In scientific databases, the amount and the complexity of data calls for data summarization techniques. Such summaries are used to assist fast approximate query answering or query optimization. Histograms are a prominent class of model-free data summaries and are widely used in database systems.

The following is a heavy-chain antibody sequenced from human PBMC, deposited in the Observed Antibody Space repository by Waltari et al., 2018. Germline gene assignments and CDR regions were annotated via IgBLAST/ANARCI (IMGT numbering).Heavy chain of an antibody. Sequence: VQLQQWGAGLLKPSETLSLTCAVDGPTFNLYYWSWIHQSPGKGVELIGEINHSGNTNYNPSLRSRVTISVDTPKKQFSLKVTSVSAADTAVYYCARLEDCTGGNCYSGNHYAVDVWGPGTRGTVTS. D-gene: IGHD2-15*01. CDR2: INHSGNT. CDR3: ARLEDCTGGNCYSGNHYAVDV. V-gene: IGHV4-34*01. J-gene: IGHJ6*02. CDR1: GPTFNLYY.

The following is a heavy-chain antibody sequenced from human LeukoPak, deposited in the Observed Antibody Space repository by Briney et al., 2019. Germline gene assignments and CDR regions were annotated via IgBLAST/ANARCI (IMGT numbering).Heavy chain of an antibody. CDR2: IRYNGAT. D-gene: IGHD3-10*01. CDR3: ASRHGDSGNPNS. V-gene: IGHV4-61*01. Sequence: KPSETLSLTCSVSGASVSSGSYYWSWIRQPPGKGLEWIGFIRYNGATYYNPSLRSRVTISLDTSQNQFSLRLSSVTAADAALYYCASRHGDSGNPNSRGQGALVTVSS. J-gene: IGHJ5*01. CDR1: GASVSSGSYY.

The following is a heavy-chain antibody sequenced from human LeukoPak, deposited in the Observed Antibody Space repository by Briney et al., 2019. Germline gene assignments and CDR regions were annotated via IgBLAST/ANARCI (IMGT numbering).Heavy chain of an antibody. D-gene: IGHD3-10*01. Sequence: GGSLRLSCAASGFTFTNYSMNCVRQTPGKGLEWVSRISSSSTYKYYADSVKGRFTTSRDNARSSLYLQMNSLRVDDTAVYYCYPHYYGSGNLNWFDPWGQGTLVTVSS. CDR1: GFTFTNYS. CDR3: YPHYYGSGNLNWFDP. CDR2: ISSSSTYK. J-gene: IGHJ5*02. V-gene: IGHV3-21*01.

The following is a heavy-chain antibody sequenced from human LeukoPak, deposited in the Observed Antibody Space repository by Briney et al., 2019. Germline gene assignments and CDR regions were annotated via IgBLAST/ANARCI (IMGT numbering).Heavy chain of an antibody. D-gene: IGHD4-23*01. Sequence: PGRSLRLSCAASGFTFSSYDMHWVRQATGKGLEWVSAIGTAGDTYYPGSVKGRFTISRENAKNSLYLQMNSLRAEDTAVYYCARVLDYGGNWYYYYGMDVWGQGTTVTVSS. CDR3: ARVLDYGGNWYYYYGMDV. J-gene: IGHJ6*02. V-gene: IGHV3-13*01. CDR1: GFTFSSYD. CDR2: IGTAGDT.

So-called self-tuning histograms look at query-execution results to refine themselves. An assumption with such histograms is that they can learn the dataset from scratch. We show that this is not the case and highlight a major challenge that stems from this. Traditional self-tuning is overly sensitive to the order of queries, and reaches only local optima with high estimation errors. We show that a self-tuning method can be improved significantly if it starts with a carefully chosen initial configuration. We propose initialization by subspace clusters in projections of the data. This improves both accuracy and robustness of self-tuning histograms.